Characterization of a SEPT9 interacting protein, SEPT14, a novel testis-specific septin

Characterization of a SEPT9 interacting protein, SEPT14, a novel testis-specific septin Septins are a highly conserved family of GTP-binding cytoskeletal proteins implicated in multiple cellular functions, including membrane transport, apoptosis, cell polarity, cell cycle regulation, cytokinesis, and oncogenesis. Here we describe the characterization of a novel interacting partner of the septin family, initially cloned from a human testis expression library following yeast two-hybrid isolation to identify SEPT9 binding partners. Upon further genomic characterization and bioinformatics analyses it was determined that this novel septin-interacting partner was also a new member of the mammalian septin family, named SEPT14. SEPT14 maps to 7p11.2 in humans and includes a conserved GTPase domain and a predicted carboxy-terminus coiled-coil domain characteristic of other septins. Three potential translational start methionines were identified by 5′ RACE-PCR encoding proteins of 432-, 427-, and 425-residue peptides, respectively. SEPT14 shares closest homology to SEPT10, a human dendritic septin, and limited homology to SEPT9 isoforms. SEPT14 colocalized with SEPT9 when coexpressed in cell lines, and epitope-tagged forms of these proteins coimmunoprecipitated. Moreover, SEPT14 was coimmunoprecipitated from rat testes using SEPT9 antibodies, and yeast two-hybrid analysis suggested SEPT14 interactions with nine additional septins. Multitissue Northern blotting showed testis-specific expression of a single 5.0-kb SEPT14 transcript. RT-PCR analysis revealed that SEPT14 was not detectable in normal or cancerous ovarian, breast, prostate, bladder, or kidney cell lines and was only faintly detected in fetal liver, tonsil, and thymus samples. Interestingly, SEPT14 was expressed in testis but not testicular cancer cell lines by RT-PCR, suggesting that further investigation of SEPT14 as a testis-specific tumor suppressor is necessary. http://www.deepdyve.com/assets/images/DeepDyve-Logo-lg.png Mammalian Genome Springer Journals

Characterization of a SEPT9 interacting protein, SEPT14, a novel testis-specific septin

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Publisher
Springer Journals
Copyright
Copyright © 2007 by Springer Science+Business Media, LLC
Subject
Life Sciences; Zoology ; Anatomy ; Cell Biology
ISSN
0938-8990
eISSN
1432-1777
D.O.I.
10.1007/s00335-007-9065-x
Publisher site
See Article on Publisher Site

Abstract

Septins are a highly conserved family of GTP-binding cytoskeletal proteins implicated in multiple cellular functions, including membrane transport, apoptosis, cell polarity, cell cycle regulation, cytokinesis, and oncogenesis. Here we describe the characterization of a novel interacting partner of the septin family, initially cloned from a human testis expression library following yeast two-hybrid isolation to identify SEPT9 binding partners. Upon further genomic characterization and bioinformatics analyses it was determined that this novel septin-interacting partner was also a new member of the mammalian septin family, named SEPT14. SEPT14 maps to 7p11.2 in humans and includes a conserved GTPase domain and a predicted carboxy-terminus coiled-coil domain characteristic of other septins. Three potential translational start methionines were identified by 5′ RACE-PCR encoding proteins of 432-, 427-, and 425-residue peptides, respectively. SEPT14 shares closest homology to SEPT10, a human dendritic septin, and limited homology to SEPT9 isoforms. SEPT14 colocalized with SEPT9 when coexpressed in cell lines, and epitope-tagged forms of these proteins coimmunoprecipitated. Moreover, SEPT14 was coimmunoprecipitated from rat testes using SEPT9 antibodies, and yeast two-hybrid analysis suggested SEPT14 interactions with nine additional septins. Multitissue Northern blotting showed testis-specific expression of a single 5.0-kb SEPT14 transcript. RT-PCR analysis revealed that SEPT14 was not detectable in normal or cancerous ovarian, breast, prostate, bladder, or kidney cell lines and was only faintly detected in fetal liver, tonsil, and thymus samples. Interestingly, SEPT14 was expressed in testis but not testicular cancer cell lines by RT-PCR, suggesting that further investigation of SEPT14 as a testis-specific tumor suppressor is necessary.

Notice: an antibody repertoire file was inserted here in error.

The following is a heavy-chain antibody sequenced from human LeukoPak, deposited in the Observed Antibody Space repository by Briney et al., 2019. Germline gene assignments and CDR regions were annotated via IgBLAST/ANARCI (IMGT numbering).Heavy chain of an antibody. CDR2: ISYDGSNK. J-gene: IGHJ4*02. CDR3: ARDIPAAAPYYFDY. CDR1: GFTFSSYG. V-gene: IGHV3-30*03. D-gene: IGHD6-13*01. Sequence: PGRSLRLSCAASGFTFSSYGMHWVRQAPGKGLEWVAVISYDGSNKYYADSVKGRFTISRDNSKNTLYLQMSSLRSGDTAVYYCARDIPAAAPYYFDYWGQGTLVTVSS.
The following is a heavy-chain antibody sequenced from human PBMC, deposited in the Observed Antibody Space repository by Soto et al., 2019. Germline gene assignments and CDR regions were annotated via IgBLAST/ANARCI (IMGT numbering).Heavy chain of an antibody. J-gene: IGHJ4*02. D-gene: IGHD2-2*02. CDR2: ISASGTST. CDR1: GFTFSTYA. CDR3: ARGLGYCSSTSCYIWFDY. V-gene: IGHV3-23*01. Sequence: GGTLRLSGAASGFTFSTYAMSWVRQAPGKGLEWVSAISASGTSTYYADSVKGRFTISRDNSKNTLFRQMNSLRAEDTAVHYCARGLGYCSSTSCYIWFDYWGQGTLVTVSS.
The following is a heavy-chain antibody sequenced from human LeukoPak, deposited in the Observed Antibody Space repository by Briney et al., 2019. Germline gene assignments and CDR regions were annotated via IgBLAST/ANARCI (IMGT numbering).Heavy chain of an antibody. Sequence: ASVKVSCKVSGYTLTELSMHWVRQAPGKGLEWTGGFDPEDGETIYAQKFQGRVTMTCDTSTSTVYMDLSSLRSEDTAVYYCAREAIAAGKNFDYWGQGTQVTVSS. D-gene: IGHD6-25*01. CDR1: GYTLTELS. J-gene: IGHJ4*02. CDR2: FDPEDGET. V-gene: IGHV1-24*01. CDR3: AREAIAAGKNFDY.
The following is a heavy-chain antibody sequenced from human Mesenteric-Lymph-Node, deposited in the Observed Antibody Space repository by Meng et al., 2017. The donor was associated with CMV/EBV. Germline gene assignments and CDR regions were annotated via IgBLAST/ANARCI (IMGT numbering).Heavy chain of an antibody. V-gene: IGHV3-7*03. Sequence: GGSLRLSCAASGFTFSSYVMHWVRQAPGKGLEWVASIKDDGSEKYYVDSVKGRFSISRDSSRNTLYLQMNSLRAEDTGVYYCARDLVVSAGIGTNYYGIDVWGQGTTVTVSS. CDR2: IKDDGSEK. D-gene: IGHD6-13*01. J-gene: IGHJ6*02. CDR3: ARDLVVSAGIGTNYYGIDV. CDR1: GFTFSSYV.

Journal

Mammalian GenomeSpringer Journals

Published: Oct 6, 2007

References

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